When people think about eating disorders, anorexia (self-starving) and bulimia (excessive overeating and purging) generally come to mind. But the most common one, says Erin I. Kleifield Ph.D., director of the Eating Disorders Program at Silver Hill Hospital in New Canaan (www.silverhillhospital.org or 866-542-4455), is binge eating disorder, binging without purging. “Binge disorder is eating for emotional reasons, not hunger, usually accompanied by feelings of guilt and self-loathing — and the worse they feel, the more they eat,” Kleifield explains.
An eating disorder is defined by the degree and severity of preoccupation with food and body image, she continues. “For anorexics, what may start out as an effort to lose weight and get healthier takes on a life of its own. A person losing weight doesn’t know when to stop … becomes fearful of certain foods, or foods are designated good or bad. They develop rituals and preoccupation with certain foods and get to a point of going to great lengths to lose weight.
“On the other side,” she says, “are people who cope with life’s problems with food. Behind both are rigid beliefs about food, and foods are seen as black and white. And many have co-occurring disorders — depression, anxiety, substance abuse, personality disorders, etc. As a psychiatric hospital, Silver Hill is especially able to treat such patients, which is essential for successful and lasting recovery.”
The treatment of eating disorders has changed, Kleifield notes. “Where initially the emphasis was on changing beliefs, it is now more about acceptance … you may still believe your body isn’t perfect — whatever that means to you — but you learn to accept that that is OK. Through exposure and acceptance, taking a holistic mind-body-spirit approach, the neural pathways get retrained and your beliefs change, which changes your life.”
Maria Tripodi RD was chief dietitian at Renfrew Center in Old Greenwich from 2002 to 2011, along with building a private practice in Westport ([email protected], 203-515-6311). She specializes in body dysmorphic issues (an obsessive preoccupation that some aspect of one’s appearance needs to be “fixed”), which affects males and females equally.
Both Tripodi and Kleifield believe social media have made eating disorders worse, creating new ways for people to compare and judge themselves. “Apps and websites can affect state of mind; what might be a place of motivation takes an ominous turn,” Kleifield says. “Sadly, these disorders are occurring in younger people, as their bodies start to change. Parents need to be careful about the world of images their children encounter, how they define self-worth.”
Tripodi concurs: “When I started at Renfrew, we served only females and our youngest patients were 14; I would see an occasional male in my private practice. Anorexia can be very hard to treat, as the lack of nutrients affects the brain as well as the body, and younger people can be more heavily impacted.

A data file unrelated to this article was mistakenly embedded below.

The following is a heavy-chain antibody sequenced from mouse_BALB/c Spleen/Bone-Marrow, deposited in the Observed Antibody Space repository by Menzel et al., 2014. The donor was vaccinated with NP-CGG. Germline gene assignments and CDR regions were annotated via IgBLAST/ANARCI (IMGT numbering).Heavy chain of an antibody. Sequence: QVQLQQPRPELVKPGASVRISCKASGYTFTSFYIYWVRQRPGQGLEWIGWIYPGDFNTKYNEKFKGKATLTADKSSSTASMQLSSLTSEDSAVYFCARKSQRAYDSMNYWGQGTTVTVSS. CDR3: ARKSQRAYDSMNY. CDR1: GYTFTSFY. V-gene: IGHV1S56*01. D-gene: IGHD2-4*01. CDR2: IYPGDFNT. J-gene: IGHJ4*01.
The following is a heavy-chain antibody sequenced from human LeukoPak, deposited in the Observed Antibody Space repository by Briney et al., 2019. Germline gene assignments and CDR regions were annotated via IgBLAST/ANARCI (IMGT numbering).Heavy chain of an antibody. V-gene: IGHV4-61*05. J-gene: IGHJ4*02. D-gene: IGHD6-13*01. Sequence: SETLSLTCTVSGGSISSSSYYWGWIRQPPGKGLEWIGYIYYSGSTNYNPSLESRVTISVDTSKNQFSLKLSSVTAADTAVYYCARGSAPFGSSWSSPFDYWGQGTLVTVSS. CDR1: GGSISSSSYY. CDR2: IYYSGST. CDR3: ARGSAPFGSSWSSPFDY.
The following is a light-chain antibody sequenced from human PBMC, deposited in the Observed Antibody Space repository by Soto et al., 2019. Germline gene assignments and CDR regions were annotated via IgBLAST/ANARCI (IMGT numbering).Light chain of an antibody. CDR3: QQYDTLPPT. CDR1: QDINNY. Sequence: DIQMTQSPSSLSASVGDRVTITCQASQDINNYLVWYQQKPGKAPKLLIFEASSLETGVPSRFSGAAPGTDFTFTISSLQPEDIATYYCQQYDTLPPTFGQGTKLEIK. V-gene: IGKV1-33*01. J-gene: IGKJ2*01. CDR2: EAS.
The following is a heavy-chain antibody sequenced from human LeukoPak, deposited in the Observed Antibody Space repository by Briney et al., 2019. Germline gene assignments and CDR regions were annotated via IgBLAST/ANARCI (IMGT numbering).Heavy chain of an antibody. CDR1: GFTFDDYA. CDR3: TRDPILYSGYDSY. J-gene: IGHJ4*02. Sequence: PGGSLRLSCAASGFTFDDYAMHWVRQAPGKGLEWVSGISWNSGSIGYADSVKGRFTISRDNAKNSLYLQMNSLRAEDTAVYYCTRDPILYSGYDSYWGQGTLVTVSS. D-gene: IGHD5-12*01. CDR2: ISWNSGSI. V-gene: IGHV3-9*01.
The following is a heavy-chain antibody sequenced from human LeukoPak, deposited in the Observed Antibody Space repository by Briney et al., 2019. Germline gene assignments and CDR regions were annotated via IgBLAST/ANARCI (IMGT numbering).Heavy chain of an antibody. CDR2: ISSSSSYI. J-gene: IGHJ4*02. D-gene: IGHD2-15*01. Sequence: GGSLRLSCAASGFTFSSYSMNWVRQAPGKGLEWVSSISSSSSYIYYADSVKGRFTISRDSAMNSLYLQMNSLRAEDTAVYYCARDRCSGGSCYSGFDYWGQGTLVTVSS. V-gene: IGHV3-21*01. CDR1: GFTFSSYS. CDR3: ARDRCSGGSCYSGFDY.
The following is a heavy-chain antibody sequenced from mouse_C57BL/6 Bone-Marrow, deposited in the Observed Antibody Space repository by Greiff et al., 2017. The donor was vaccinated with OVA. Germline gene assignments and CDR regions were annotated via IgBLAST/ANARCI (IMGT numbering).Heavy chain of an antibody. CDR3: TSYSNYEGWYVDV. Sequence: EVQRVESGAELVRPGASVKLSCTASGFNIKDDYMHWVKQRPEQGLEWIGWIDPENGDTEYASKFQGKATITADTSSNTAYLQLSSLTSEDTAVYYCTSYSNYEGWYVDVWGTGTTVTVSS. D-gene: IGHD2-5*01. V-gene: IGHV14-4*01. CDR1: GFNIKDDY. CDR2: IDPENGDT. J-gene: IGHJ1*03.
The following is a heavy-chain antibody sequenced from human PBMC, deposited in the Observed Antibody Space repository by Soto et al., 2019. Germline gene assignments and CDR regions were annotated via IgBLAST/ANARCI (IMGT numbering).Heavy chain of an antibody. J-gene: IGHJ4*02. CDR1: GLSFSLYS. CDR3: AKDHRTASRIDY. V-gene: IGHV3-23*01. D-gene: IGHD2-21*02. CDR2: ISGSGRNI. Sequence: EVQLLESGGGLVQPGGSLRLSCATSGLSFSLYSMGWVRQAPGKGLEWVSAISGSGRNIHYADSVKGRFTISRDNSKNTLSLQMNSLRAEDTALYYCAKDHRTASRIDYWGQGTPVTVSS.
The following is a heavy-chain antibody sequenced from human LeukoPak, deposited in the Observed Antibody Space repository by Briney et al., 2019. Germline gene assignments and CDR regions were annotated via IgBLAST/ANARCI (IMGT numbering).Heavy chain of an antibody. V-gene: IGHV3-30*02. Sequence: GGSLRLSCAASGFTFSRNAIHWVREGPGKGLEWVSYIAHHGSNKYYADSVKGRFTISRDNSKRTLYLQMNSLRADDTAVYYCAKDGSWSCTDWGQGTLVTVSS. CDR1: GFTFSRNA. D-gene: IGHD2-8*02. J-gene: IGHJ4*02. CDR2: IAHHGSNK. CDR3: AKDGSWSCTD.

“The best way to treat eating disorders is with a nutritionist, therapist and psychiatrist working as a team. The eating disorder community in Fairfield County is small, and we know each other, which is helpful to the clients.”
Overcoming eating disorders is a work in progress, she stresses. “Both patients and families need to expect relapses. The key is to be self-aware, know your triggers and ask for help and support when life events such as weddings, pregnancy, graduation, retirement occur.”
A longtime mind-body-spirit practitioner, Renee Simon MS, CNS, CDN, RYT took her passions to a profession, becoming a clinical nutritionist in 1999 and later a certified yoga instructor. She now has private practices in Ridgefield, South Salem and Katonah. Her eating disorder clients tend to be overeaters rather than anorexics (totalwellnessnutrition.com, [email protected] or 914-763-9107).
“There are a number of different types of overeaters,” she says. “I see a lot of binge eaters, who often have physical, metabolic sensitivities, such as wheat, gluten, yeast, that can cause cravings, so I test for sensitivities. Mineral deficiencies can also cause problems that affect appetite and mood.
“Typically, someone will come in wanting to lose weight, eat healthier, get more energy … there might be mood swings or digestive disorders. The goal is to get to an understanding of what is underlying the symptoms; once understood, programs are customized to work on the interconnections of food, supplements and body movement.
“I found I can best connect with some clients through yoga and Reiki … breathing and mindfulness, so I got certified to teach yoga. I found I could do much more with emotional and stress management by incorporating yoga and Reiki with nutrition,” says Simon, who is also a Reiki master.
For those concerned that a friend or family member may have crossed into disordered eating habits, Kleifield advises, “It is best to use a direct but nonjudgmental approach. Express your concern honestly — don’t condemn or blame, offer support and compassion. Understand that eating disorders are mental illnesses that create anxiety, self-loathing and true suffering. They involve changes in the brain and body that lead to malnourishment, which affects physical and mental capabilities.”